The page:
My Bout with Depression, A Personal Account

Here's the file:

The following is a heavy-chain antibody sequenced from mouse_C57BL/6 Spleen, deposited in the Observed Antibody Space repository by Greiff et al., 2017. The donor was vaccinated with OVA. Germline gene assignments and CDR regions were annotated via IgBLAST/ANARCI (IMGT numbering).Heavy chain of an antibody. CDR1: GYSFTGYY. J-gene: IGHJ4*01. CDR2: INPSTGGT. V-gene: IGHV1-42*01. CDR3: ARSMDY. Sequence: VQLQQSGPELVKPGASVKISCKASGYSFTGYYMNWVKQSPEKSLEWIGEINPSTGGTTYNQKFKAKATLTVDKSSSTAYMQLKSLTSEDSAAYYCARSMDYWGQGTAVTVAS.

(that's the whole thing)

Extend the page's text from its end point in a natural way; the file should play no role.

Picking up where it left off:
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It is hard for some young immigrant women to adjust to a new life after they arrive in a new country such as Canada and many may, post-immigration, struggle with one of the most common form of mental illness, depression. Depression may become part of ordinary life of these young immigrant women and they learn to live with it. What contributes to these young women’s depression upon arrival? What are the socio-demographic factors that might contribute to depression? According to Smith, Matheson, Moineddin, and Glazier (2007), there are a few factors that make female immigrants prone to silence around their depression as a protective measure and many live a lonely life. The purpose of this thesis is to explore this protective factor from a personal point of view. I use myself as a subject for this self-study, and use an autoethnographic method as it will allow established and prospective clinicians a peek into a personal lived experience. This, it is my hope, will enable them to better assist and understand female clients who are new immigrants and who are struggling with depression.